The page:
Courtesy of Kent Newsome’s blog, I see that the recording industry — having obviously failed to find any more babies to poison or dogs to kick — is going after guitar tablature sites such as Olga, as chronicled in the New York Times (as Slashdot points out, this isn’t the first time Olga has come under fire; the Harry Fox agency, which owns the publishing rights to most top hits, went after the tab site in 1998).
Like many other professional and amateur guitarists, including Kent, I have used Olga.net for years to find transcribed music that I am trying to learn (in my case, so that I can play old John Prine songs out on my back porch or at a campfire, rather than having to play Leaving On a Jet Plane or whatever my friends really want me to play). In many cases the music that I would come across was wrong or incomplete, but invariably someone would correct it, or post a different file so people could try them both. Kind of like an early version of social networking.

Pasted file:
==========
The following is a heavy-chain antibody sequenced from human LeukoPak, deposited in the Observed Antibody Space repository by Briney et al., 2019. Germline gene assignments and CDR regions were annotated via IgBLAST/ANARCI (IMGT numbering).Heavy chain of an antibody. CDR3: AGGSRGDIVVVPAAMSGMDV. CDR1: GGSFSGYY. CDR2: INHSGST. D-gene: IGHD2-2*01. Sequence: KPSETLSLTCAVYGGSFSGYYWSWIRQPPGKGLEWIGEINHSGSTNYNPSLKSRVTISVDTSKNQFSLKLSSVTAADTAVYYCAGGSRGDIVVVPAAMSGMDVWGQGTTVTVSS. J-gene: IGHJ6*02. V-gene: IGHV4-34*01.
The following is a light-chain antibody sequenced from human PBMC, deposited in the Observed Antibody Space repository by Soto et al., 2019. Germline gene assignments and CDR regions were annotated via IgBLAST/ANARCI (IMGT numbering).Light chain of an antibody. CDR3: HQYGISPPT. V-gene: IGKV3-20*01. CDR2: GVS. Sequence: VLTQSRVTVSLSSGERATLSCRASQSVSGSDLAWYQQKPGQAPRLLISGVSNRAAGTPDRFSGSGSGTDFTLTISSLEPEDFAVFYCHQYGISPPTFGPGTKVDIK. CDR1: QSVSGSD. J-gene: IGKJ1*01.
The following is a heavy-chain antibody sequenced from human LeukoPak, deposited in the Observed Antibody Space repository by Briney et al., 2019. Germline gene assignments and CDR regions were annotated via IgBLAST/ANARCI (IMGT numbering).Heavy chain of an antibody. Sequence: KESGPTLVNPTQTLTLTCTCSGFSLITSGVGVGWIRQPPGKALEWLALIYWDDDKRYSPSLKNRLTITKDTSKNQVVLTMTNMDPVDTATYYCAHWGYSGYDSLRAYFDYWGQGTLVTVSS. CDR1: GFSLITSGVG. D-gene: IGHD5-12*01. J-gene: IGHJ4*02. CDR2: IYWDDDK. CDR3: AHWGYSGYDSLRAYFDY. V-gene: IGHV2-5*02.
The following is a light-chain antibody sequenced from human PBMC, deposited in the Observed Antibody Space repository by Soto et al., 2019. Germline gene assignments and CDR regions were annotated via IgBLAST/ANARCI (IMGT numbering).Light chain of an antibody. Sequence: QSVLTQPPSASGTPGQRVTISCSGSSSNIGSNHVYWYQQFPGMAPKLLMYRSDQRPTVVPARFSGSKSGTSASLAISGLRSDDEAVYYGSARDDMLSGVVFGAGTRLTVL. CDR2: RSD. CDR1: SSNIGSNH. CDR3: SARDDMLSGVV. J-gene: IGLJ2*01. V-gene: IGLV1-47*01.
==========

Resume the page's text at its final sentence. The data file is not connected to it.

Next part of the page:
The industry (which comes under some heavy fire from J. Botter here), is arguing that tabs are a “derivative work,” and therefore are an infringement of the original artist’s copyright. Sadly, at least one lawyer (and guitarist) thinks that they might be right, and that the principle of “fair use” might not be enough to allow Olga and other sites like it to survive. I hope that he is wrong.
I think Thomas Vander Wal is right when he says this it is just another example of the tension between sharing and owning. More discussion here. And in a crashing irony, Joe Gratz — a recent law-school graduate — says the original closure of Olga was one of the things that got him interested in studying copyright law.